* Chavez sees output reduction major factor in GDP fall
* "Capitalist" methodology unfair for socialist Venezuela
(Adds details, quotes)
By Andrew Cawthorne
CARACAS, Nov 18 Venezuelan President Hugo
Chavez said on Wednesday the South American oil producer's
economic slide was largely due to its compliance with
OPEC-mandated production cuts.
GDP shrank 4.5 percent in the third quarter of 2009, a
second consecutive three-month contraction that by most
economists' definition puts Venezuela in recession.
Though Venezuela is still heading for a smaller economic
decline this year than plenty of other nations, Chavez critics
have leapt on this week's data as evidence of the failure of
his decade-long socialist drive.
Private sector investment and output have suffered in
Venezuela's state-driven model, with large swathes of the
economy nationalized since Chavez came to power in 1999.
But he said Venezuela's people-first policies -- from free
health clinics to subsidized food -- did not show up in data.
Lambasting traditional GDP methodology as an "ideologically
charged ... capitalist instrument", Chavez said it would be
easy to reverse the GDP trend if Venezuela were to disobey
agreements by the OPEC group of producer countries.
Venezuela's cut of about 400,000 barrels per day had helped
lift and stabilize the global crude price, he said.
"One of the biggest factors in the GDP fall is the decline
in the so-called oil GDP," Chavez told a meeting of his United
Socialist Party of Venezuela (PSUV).
"But the drop in the oil GDP is the (OPEC) cut."
Oil GDP slid 9.5 percent in the third quarter data released
by the Central Bank on Tuesday. [ID:nN1718696]
EXPANDING PUBLIC SECTOR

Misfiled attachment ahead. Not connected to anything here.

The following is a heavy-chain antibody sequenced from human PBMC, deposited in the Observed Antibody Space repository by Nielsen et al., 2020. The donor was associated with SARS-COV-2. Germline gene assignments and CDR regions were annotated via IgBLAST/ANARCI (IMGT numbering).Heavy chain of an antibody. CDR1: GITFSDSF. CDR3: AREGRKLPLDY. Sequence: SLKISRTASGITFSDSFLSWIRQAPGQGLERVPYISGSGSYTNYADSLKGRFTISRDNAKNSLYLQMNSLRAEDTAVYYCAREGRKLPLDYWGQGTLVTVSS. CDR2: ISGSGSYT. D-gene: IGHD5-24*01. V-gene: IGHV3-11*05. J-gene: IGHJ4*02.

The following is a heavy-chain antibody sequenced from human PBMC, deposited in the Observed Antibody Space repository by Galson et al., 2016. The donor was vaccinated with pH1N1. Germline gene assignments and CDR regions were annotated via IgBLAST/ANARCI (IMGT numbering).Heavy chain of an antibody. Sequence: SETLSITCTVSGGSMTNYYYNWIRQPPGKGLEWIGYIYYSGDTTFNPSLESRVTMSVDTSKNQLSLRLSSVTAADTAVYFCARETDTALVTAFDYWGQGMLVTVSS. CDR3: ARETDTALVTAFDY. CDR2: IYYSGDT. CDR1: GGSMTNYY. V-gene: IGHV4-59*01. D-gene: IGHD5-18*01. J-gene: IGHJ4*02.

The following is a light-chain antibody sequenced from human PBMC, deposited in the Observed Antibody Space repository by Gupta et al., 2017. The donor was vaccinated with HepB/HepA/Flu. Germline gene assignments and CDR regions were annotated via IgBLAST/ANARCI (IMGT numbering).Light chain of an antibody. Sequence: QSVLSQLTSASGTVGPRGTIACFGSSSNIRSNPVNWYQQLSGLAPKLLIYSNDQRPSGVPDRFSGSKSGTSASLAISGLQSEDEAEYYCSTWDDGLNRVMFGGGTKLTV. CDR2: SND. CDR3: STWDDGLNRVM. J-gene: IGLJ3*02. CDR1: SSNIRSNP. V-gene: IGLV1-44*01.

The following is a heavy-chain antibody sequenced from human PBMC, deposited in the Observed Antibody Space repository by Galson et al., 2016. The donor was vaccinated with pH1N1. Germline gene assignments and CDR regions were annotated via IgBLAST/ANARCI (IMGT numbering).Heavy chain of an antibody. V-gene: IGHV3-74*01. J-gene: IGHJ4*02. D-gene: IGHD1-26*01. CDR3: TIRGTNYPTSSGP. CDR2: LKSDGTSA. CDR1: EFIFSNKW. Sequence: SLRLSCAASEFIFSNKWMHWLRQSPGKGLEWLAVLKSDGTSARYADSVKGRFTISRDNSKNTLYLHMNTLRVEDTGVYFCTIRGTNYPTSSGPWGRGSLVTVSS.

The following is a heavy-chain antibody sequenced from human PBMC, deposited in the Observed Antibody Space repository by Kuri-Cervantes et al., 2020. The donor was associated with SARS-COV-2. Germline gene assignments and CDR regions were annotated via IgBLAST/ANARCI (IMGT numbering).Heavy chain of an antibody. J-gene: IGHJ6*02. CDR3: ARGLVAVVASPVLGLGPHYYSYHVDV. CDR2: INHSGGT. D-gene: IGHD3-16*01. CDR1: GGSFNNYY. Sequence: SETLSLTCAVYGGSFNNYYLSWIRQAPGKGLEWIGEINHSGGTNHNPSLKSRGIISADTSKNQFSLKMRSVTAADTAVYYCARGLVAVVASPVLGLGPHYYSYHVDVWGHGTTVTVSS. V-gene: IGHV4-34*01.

Chavez said Venezuela had complied with its roughly 10
percent share of more than 4 million barrels per day OPEC cuts
as a "geopolitical decision" to help shore up prices, not due
to local wells drying up or lack of investment.
Venezuela could, if it wanted, therefore break with OPEC to
boost the economic data, he said.
"Fine, GDP would immediately go above zero. But what would
that bring as a consequence? That oil prices would collapse to
$20 or more. Then we would have no resources to pay salaries
next year. It would be catastrophic for Venezuela."
The former paratrooper said traditional GDP methodology
also prejudiced Venezuela's case because it gave greater weight
to the private sector than a fast-expanding public sector.
"It's really dangerous, especially when you're dealing with
a transition to socialism," he said, comparing GDP calculations
for Venezuela to a doctor using a damaged thermometer on a
Free health clinics set up by the government were also
prejudicial to GDP data, he said, because unlike costly private
clinics, they did not create a big money-flow.
Regardless of methodology debates, analysts are in no doubt
that Venezuela's economy is in trouble, and at a time when
Chavez is gearing up for legislative elections in September of
next year. [ID:nN18508926]
Finance Minister Ali Rodriguez has said economic
contraction could be as much as 2.2 percent this year, though
the government predicts a modest recovery in 2010.
For factbox on Venezuela's economy, click [ID:nN1750517]
(Reporting Andrew Cawthorne; editing by Carol Bishopric)